The sound of water flowing, amid digital images of Florence at the time of Leonard da Vinci welcome visitors into the stimulating exhibition of Da Vinci, The Scientist – ‘Water as Microscope of Nature’ The exhibition is a temporary one in the Uffizi Gallery till the end of January 2019, and one not to be missed.
The exhibition displays original pages of Da Vinci’s Codex Leicester written between 1504-1508 focusing on water – “investigating its elementary structure, vortex movements, and mechanical and optical properties, as well as the technical solutions for exploiting it to the benefit of humanity…….exploring the analogies between water and air, and between the movements of fish and birds.” (Info at Exhibition)
Scribbled in Da Vinci’s unmistakable left handed scrawl from right to left, that exudes an intensity of concentration and precision. Meticulous designs of water flows, rock stratifications, light reflections, birds in flight and more. Precise drawings of machines – an odometer to measure distance, a centrifugal pump for draining marshes, underwater foundations for bridges and weirs, solutions to regulate the quantity and velocity of water drawn from siphons, riverside constructions to combat erosion….the list was endless and fascinating.
‘He takes the human body as the model for elucidation of the physiology and dynamics of the Earth…. he speculates on the dynamic balance of the earth’s gravity….and offers practical advice to seamen from his understanding of hydrodynamics’
The digital presentations of his various machinery are mesmerising in their originality and creativity, providing us with the basis of many modern machines. He was interested in, and obsessively drew, the bit by bit analysis of every moving part in the machine and its contribution to the transfer of motion. The man was a true genius!
He invented a centrifugal pump for draining marshes, a man-saving device for digging canals, studied bird flight and wind currents to create our precursor to flight machines….
His theatrical mechanisms for court pageants, ‘allowing actors to rise and descend and float as if they were flying’ (Walter Isaacson) and from his studies of physics he truly believed that it was possible to build a winged mechanism that would allow humans to fly.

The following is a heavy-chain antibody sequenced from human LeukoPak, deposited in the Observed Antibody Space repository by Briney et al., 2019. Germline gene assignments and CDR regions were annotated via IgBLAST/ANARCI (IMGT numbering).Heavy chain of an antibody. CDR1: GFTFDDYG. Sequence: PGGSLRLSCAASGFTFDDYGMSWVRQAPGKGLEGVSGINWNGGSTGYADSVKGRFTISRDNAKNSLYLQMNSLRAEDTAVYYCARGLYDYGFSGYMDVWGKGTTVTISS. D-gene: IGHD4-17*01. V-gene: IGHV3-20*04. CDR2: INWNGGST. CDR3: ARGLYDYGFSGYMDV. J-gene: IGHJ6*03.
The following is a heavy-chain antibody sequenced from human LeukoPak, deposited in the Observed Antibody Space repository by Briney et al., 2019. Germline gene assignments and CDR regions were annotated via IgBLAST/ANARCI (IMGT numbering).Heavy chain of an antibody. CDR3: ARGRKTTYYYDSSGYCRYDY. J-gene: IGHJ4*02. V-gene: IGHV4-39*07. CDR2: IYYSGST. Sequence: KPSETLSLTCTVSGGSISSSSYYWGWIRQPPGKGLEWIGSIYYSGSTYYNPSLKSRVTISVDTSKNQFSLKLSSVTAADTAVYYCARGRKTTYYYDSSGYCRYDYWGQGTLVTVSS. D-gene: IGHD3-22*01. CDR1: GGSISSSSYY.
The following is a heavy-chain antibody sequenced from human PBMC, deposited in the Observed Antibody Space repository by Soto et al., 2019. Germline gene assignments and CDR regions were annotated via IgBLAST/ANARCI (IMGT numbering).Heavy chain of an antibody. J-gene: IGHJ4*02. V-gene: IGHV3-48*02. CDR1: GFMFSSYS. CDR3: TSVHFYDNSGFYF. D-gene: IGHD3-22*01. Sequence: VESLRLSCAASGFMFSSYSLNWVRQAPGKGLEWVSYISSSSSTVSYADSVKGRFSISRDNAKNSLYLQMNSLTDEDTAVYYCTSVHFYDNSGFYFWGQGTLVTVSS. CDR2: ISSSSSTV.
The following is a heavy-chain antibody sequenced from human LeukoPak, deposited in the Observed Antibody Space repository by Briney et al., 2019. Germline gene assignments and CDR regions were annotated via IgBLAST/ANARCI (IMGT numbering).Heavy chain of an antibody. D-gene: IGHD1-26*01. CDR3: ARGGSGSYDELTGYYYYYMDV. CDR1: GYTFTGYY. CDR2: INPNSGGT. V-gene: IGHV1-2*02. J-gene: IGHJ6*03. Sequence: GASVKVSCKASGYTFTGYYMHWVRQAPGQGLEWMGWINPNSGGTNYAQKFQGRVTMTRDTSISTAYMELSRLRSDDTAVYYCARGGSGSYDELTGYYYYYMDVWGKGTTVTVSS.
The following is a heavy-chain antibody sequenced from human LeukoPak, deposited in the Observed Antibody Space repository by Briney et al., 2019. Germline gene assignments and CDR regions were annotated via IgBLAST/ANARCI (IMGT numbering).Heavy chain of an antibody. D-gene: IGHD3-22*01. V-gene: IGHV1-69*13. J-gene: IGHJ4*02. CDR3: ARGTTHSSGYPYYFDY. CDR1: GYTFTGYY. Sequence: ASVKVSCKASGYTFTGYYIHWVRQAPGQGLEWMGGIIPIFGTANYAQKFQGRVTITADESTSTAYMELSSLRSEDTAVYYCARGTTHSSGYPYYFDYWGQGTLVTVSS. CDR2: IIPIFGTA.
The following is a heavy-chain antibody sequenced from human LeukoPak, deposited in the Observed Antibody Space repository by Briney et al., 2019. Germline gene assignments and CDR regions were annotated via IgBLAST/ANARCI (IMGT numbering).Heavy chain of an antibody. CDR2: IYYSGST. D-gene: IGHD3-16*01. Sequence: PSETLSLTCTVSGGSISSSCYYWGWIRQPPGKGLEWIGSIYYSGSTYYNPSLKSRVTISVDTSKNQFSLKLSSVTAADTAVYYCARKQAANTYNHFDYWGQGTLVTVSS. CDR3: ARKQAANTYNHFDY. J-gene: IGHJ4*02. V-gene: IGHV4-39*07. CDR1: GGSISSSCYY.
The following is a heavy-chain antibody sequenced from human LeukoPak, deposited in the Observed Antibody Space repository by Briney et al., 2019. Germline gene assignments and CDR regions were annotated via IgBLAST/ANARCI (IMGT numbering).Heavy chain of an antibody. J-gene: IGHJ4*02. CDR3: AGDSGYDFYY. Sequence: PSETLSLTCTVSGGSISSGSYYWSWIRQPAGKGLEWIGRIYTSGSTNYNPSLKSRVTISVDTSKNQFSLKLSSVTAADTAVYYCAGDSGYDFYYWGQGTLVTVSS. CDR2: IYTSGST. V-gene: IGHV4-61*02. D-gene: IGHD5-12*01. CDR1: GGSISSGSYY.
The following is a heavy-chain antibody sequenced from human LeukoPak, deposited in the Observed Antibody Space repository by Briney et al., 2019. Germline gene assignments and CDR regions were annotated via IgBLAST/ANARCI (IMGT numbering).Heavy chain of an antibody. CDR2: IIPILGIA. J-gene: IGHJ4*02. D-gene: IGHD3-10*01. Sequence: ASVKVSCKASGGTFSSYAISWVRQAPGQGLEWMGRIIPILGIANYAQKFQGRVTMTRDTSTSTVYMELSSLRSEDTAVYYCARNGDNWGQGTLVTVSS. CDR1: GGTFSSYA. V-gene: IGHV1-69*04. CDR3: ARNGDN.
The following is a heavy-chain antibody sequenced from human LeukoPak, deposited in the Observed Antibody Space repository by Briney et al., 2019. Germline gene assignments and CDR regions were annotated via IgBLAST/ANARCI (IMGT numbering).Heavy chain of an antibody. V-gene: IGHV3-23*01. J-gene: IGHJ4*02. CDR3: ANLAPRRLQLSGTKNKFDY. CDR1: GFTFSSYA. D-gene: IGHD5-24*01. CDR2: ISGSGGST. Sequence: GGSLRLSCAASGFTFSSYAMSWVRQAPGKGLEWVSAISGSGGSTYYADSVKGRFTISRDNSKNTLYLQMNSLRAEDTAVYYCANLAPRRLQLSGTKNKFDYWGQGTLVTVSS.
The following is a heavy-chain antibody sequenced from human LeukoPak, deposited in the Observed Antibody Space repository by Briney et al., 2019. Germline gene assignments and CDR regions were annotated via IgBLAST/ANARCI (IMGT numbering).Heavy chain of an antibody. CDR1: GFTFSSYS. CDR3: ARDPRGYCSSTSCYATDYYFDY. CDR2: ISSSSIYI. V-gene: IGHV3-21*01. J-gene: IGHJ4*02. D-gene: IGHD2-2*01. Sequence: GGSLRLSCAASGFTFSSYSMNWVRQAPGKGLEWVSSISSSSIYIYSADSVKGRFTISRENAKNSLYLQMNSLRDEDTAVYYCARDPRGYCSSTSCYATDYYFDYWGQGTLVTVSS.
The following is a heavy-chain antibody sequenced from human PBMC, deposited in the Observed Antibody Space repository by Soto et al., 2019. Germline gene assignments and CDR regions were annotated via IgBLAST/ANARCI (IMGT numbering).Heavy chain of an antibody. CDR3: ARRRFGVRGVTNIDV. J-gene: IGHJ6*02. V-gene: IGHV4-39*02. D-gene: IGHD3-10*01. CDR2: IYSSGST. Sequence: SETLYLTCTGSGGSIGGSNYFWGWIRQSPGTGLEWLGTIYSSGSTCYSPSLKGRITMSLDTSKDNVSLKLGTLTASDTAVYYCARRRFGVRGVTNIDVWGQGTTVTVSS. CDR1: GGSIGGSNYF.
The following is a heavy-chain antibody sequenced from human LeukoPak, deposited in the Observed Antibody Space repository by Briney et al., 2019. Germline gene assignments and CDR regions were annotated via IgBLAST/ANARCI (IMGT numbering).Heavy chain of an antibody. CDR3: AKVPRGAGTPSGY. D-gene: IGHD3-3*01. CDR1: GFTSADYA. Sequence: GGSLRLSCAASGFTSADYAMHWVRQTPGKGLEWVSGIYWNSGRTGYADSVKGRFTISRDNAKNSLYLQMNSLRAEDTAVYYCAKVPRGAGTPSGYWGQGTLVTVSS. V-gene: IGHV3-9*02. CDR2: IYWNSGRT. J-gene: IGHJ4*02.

He was known to always carry notebooks which hung from his belt, constantly collecting ideas and scribbling observations of his surroundings from a technical, scientific and artistic point of view. His notes were transferred to the various manuscripts – Codex – of which more than 7200 pages exist today, considered to be only one-quarter of what Leonardo actually wrote, and which he had intended to publishing. “The most astonishing testament to the powers of human observation and imagination ever set down on paper” (Toby Lester “Da Vinci’s Ghost”)
His paintings elicit his geological theories on rock stratification as seen in the background of the Mona Lisa, and his studies of the impact of solar rays on the tint of the sky or secondary light he uses on the cheeks of Ginevra de Benci and The Virgin.
Leonardo was known to be slow and methodical in his artistic life, leaving many works of art, as well as machines and instruments unfinished or never started beyond a few draft etchings in his notebooks. After all, he took 16 years to finish the Mona Lisa, carrying it with him on his travels outside of Florence and Italy, constantly adding finishing touches!
Uffizi proudly displays another masterpiece, his unfinished, ‘Adoration of the Magi’ 1481-1482
Having just finished reading Walter Isaccson‘s biography on “Leonardo Da Vinci” the exhibition was in perfect timing to explore more and see the real documents of the Codex Leicester. An exhilarating experience and a super presentation of the Scientific mind and genius of Leonardo da Vinci.